PETERSON, Justice (dissenting in part):

I concur in the dissent of Mr. Justice Kelly.

YETKA and SCOTT, JJ., not having been members of this court at the time of the argument and submission, took no part in the consideration or decision of this case.

NOTES

[1] Minn.St. 363.06, subd. 3.

[2] The date of the 1969 amendments to the human rights act which prohibit discriminatory practices based on sex. L.1969, c. 975.

[3] Federal cases allowing class actions under the analogous Title VII of the 1964 Civil Rights Act, 42 U.S.C.A. §§ 2000e to 2000e-15, are unavailing since in that judicial setting petitioners are aided by Rule 23, Federal Rules of Civil Procedure. See, Sprogis v. United Air Lines, Inc., 444 F.2d 1194 (7 Cir. 1971), and cases cited therein. See, also, Note, 84 Harv.L.Rev. 1109, 1218.

[4] Minn.St.1971, § 363.12, states in part as follows: "Subdivision 1. As a guide to the interpretation and application of this chapter, be it enacted that the public policy of this state is to secure for individuals in this state, freedom from discrimination because of race, color, creed, religion, or national origin, in connection with employment, housing and real property, public accommodations, public services, and education. It is also the public policy of this state to secure for individuals in this state, freedom from discrimination because of sex in connection with employment. Such discrimination threatens the rights and privileges of the inhabitants of this state and menaces the institutions and foundations of democracy. It is also the public policy of this state to protect all persons from wholly unfounded charges of discrimination."

"Subd. 2. * * * The opportunity to obtain employment without discrimination because of sex is also hereby recognized as and declared to be a civil right."

[5] One of the prime reasons that state antidiscrimination agencies have been so ineffectual lies in the fact that they tend to become "complaint taking bureaus." This approach is a wholly inadequate substitute for vigorous antidiscrimination enforcement. See, The Symposium on Employment Discrimination, 14 Buffalo L. Rev. 1; Bonfield, State Civil Rights Statutes: Some Proposals, 49 Iowa L.Rev. 1067.

[6] See, Note, 74 Harv.L.Rev. 526, 530.

[7] L.1973, c. 229, § 9, amended Minn.St. 1971, § 363.071, subd. 2, by deletion of the term "charging party" and substitution of the term "an aggrieved party, who has suffered discrimination."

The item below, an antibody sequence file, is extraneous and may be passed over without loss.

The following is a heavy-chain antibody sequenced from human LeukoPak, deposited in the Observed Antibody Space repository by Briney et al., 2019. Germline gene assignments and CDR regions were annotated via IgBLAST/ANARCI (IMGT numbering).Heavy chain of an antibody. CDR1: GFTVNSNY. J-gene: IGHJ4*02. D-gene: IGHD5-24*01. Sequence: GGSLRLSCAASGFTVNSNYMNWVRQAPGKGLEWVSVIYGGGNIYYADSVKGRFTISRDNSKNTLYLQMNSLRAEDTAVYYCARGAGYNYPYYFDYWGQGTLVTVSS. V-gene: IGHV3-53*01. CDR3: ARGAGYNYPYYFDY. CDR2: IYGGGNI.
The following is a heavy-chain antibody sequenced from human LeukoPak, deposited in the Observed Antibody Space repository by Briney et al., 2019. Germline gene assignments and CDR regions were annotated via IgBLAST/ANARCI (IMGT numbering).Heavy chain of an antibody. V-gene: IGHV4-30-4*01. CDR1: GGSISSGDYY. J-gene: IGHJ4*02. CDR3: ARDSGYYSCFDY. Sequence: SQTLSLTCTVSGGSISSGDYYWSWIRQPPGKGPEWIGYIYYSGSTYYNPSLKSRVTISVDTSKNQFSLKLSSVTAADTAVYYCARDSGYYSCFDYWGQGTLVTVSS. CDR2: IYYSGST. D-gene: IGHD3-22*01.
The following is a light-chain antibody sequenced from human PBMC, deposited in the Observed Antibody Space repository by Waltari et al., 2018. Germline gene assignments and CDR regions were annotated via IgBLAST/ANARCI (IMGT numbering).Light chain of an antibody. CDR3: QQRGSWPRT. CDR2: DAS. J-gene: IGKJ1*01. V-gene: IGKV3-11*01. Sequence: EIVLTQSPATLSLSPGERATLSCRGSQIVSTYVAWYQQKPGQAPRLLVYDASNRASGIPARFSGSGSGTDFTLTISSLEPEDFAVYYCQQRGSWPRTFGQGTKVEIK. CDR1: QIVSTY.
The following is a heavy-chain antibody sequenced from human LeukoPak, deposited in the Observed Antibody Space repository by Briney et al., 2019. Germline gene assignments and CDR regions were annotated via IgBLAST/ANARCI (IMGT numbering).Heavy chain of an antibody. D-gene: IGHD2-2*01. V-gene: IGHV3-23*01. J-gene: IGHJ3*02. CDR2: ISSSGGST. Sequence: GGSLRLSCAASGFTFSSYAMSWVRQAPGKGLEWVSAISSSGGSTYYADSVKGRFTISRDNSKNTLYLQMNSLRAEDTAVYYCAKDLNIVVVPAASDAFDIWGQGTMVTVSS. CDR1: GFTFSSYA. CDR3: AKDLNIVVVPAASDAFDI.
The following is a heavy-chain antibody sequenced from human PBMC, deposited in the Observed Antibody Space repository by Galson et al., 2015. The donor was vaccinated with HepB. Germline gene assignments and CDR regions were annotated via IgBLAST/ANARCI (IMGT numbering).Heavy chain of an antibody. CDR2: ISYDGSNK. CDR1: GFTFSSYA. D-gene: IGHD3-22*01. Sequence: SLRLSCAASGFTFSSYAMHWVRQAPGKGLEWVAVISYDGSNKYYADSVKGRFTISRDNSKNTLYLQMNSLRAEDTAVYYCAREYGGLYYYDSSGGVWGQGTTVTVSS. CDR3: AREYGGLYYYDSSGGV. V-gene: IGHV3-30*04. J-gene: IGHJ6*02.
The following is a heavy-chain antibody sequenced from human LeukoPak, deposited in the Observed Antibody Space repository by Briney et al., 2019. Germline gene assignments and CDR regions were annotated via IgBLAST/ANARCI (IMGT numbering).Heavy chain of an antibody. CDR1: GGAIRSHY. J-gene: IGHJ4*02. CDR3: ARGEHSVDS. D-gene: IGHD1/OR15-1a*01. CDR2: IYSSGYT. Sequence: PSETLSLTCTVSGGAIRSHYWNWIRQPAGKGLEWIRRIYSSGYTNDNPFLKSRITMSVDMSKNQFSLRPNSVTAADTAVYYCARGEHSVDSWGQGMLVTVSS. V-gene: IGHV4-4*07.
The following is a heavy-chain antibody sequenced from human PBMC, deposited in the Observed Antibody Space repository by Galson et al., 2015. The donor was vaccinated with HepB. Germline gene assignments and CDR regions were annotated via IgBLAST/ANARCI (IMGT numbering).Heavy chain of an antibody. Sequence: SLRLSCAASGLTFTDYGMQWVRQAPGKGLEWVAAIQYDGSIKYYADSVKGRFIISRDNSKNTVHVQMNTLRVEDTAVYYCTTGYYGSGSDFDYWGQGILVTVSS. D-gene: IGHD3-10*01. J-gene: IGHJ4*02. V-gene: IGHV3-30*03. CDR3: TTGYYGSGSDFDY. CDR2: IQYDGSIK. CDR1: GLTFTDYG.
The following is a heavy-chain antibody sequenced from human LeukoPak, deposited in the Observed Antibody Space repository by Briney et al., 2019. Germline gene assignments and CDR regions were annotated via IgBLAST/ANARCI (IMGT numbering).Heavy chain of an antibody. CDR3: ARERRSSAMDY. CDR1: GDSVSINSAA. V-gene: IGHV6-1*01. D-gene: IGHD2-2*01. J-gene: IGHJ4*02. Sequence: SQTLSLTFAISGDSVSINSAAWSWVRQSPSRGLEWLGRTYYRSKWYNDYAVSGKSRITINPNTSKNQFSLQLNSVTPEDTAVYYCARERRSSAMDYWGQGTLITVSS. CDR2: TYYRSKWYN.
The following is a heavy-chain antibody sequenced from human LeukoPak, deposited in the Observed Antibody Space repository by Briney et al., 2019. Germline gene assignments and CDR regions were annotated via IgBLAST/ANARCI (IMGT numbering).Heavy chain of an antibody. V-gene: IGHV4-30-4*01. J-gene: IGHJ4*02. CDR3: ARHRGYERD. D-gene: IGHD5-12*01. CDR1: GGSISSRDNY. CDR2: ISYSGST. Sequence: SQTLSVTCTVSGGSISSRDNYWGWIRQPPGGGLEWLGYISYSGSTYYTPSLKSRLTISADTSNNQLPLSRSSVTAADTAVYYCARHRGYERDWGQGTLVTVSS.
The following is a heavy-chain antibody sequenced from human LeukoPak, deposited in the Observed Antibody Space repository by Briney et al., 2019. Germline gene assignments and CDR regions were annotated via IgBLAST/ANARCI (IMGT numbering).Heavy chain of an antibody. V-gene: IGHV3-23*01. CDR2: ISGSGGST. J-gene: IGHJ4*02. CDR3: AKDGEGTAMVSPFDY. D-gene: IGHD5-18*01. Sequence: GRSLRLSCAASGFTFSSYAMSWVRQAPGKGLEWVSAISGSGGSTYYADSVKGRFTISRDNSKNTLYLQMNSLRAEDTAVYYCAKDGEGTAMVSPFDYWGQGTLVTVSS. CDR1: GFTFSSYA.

[8] See, Auerbach, The 1967 Amendments to the Minnesota State Act Against Discrimination, and the Uniform Law Commissioners' Model Anti-Discrimination Act: A Comparative Analysis and Evaluation, 52 Minn.L.Rev. 231, 313, 318, 321.

[9] These states include Massachusetts, Ohio, Rhode Island, Pennsylvania, Washington, Connecticut, Colorado, Missouri, Oklahoma, and Minnesota. See, Dyson, Commission Enforcement of State Laws Against Discrimination: A Comparative Analysis of the Kansas Act, 14 Kan.L.Rev. 29, 33, note 26.

[10] See, The National Conference of Commissioners on Uniform State Laws, Model Anti-Discrimination Act, Comment to Section 702(6); Girard & Jaffe, Some General Observations on Administration of State Fair Employment Practice Laws, 14 Buffalo L.Rev. 114; Dyson, supra, 35.

[11] L.1967, c. 897. For the ineffectual nature of the previous act, see Hill, Twenty Years of State Fair Employment Practice Commissions: A Critical Analysis with Recommendations, 14 Buffalo L.Rev. 22, 51. Between 1955 and 1962, the Minnesota commission handled only 205 cases, of which 81 were dismissed for no probable cause, 16 for other reasons, and only 32 complaints were judged to be valid. For an analysis of the Minnesota act and its amendments, see Auerbach, The 1967 Amendments to the Minnesota State Act Against Discrimination and the Uniform Law Commissioners' Model Anti-Discrimination Act: A Comparative Analysis and Evaluation, 52 Minn.L.Rev. 231, and Auerbach, The 1969 Amendments to the Minnesota State Act Against Discrimination and the Uniform Law Commissioners' Model Anti-Discrimination Act: A Comparative Analysis and Evaluation, 55 Minn.L.Rev. 259.

[1] Minn.St. 363.01, subd. 22, provides: "`Charging party' means a person filing a charge with the commissioner or his designated agent pursuant to section 363.06, subdivision 1."